• Book X, line 662.
  • Thin airy shoals of visionary ghosts.
    • Book XI, line 48.
  • Who ne'er knew salt, or heard the billows roar.
    • Book XI, line 153.
  • Heav'd on Olympus tott'ring Ossa stood;
    On Ossa, Pelion nods with all his wood.
    • Book XI, line 387. Compare: "Then the Omnipotent Father with his thunder made Olympus tremble, and from Ossa hurled Pelion", Ovid, Metamorphoses i.
  • The first in glory, as the first in place.
    • Book XI, line 441.
  • Soft as some song divine thy story flows.
    • Book XI, line 458.

The Odyssey of Homer

  • Oh woman, woman! when to ill thy mind
    Is bent, all hell contains no fouler fiend.
    • Book XI, line 531. Compare: "What mighty ills have not been done by woman! Who was ’t betrayed the Capitol?—A woman! Who lost Mark Antony the world?—A woman! Who was the cause of a long ten years’ war, And laid at last old Troy in ashes?—Woman! Destructive, damnable, deceitful woman!", Thomas Otway, The Orphan, Act iii, Scene 1.
  • What mighty woes
    To thy imperial race from woman rose!
    • Book XI, line 541.
  • But sure the eye of time beholds no name
    So blest as thine in all the rolls of fame.
    • Book XI, line 591.
  • And pines with thirst amidst a sea of waves.
    • Book XI, line 722.
  • Up the high hill he heaves a huge round stone.
    • Book XI, line 736.
  • There in the bright assemblies of the skies.
    • Book XI, line 745.
  • Gloomy as night he stands.
    • Book XI, line 749.
  • All, soon or late, are doom'd that path to tread.
    • Book XII, line 31.
  • And what so tedious as a twice-told tale.
    • Book XII, line 538. Compare: "Life is as tedious as a twice-told tale, Vexing the dull ear of a drowsy man", William Shakespeare, King John, Act iii, Scene 4.
  • He ceas'd; but left so pleasing on their ear
    His voice, that list'ning still they seem'd to hear.
    • Book XIII, line 1.
  • His native home deep imag'd in his soul.
    • Book XIII, line 38.
  • And bear unmov'd the wrongs of base mankind,
    The last and hardest conquest of the mind.
    • Book XIII, line 353.
  • How prone to doubt, how cautious are the wise!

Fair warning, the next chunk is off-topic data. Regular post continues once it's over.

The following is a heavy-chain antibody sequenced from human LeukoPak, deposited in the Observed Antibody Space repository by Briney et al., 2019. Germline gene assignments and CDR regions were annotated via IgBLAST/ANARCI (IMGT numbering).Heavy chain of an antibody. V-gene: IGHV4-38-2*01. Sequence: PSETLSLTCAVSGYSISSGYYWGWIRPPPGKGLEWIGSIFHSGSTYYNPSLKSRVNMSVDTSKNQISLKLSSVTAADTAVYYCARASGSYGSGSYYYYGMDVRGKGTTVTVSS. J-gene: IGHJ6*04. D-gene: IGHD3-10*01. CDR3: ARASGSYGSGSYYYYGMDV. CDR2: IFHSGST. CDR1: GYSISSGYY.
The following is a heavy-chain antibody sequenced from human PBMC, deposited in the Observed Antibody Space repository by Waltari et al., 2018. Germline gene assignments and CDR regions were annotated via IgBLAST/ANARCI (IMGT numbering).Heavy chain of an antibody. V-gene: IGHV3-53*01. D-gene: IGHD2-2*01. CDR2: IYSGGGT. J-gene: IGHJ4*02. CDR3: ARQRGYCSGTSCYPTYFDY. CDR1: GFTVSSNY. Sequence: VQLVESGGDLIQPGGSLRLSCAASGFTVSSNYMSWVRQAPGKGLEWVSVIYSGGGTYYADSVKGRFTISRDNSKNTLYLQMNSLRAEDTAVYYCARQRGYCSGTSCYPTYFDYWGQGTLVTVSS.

• Book XIII, line 375.
  • It never was our guise
    To slight the poor, or aught humane despise.
    • Book XIV, line 65.
  • The sex is ever to a soldier kind.
    • Book XIV, line 246.
  • Far from gay cities and the ways of men.
    • Book XIV, line 410.
  • And wine can of their wits the wise beguile,
    Make the sage frolic, and the serious smile.
    • Book XIV, line 520.
  • Who love too much, hate in the like extreme,
    And both the golden mean alike condemn.
    • Book XV, line 79.
  • True friendship's laws are by this rule expressed,
    Welcome the coming, speed the parting guest.
    • Book XV, line 83. Compare: "For I, who hold sage Homer’s rule the best, Welcome the coming, speed the going guest", Pope, Imitation of Horace, Satire II, Book II, line 159.
  • For too much rest itself becomes a pain.
    • Book XV, line 429.
  • Discourse, the sweeter banquet of the mind.
    • Book XV, line 433.
  • And taste
    The melancholy joy of evils past:
    For he who much has suffer'd, much will know.
    • Book XV, line 434.
  • For love deceives the best of womankind.
    • Book XV, line 463.
  • And would'st thou evil for his good repay?
    • Book XVI, line 448.
  • Whatever day
    Makes man a slave, takes half his worth away.
    • Book XVII, line 392.
  • In ev'ry sorrowing soul I pour'd delight,
    And poverty stood smiling in my sight.
    • Book XVII, line 505.
  • Unbless'd thy hand, if in this low disguise
    Wander, perhaps, some inmate of the skies.
    • Book XVII, line 576. Compare: "Be not forgetful to entertain strangers, for thereby some have entertained angels unawares", Hebrews 13:2.
  • Know from the bounteous heaven all riches flow;
    And what man gives, the gods by man bestow,
    • Book XVIII, line 26.
  • Yet taught by time, my heart has learn'd to glow
    For others' good, and melt at others' woe.
    • Book XVIII, line 269.
  • A winy vapour melting in a tear.
    • Book XIX, line 143.
  • But he whose inborn worth his acts commend,
    Of gentle soul, to human race a friend.
    • Book XIX, line 383.
  • The fool of fate,—thy manufacture, man.
    • Book XX, line 254.
  • Impatient straight to flesh his virgin sword.
    • Book XX, line 461.
  • Dogs, ye have had your day!
    • Book XXII, line 41.
  • For dear to gods and men is sacred song.
    Self-taught I sing; by Heaven, and Heaven alone,
    The genuine seeds of poesy are sown.
    • Book XXII, line 382.
  • So ends the bloody business of the day.
    • Book XXII, line 516.
  • And rest at last where souls unbodied dwell,
    In ever-flowing meads of Asphodel.
    • Book XXIV, line 19.
  • The ruins of himself! now worn away
    With age, yet still majestic in decay.
    • Book XXIV, line 271.
  • And o'er the past Oblivion stretch her wing.
    • Book XXIV, line 557.

External linksEdit

Last modified on 17 July 2013, at 21:04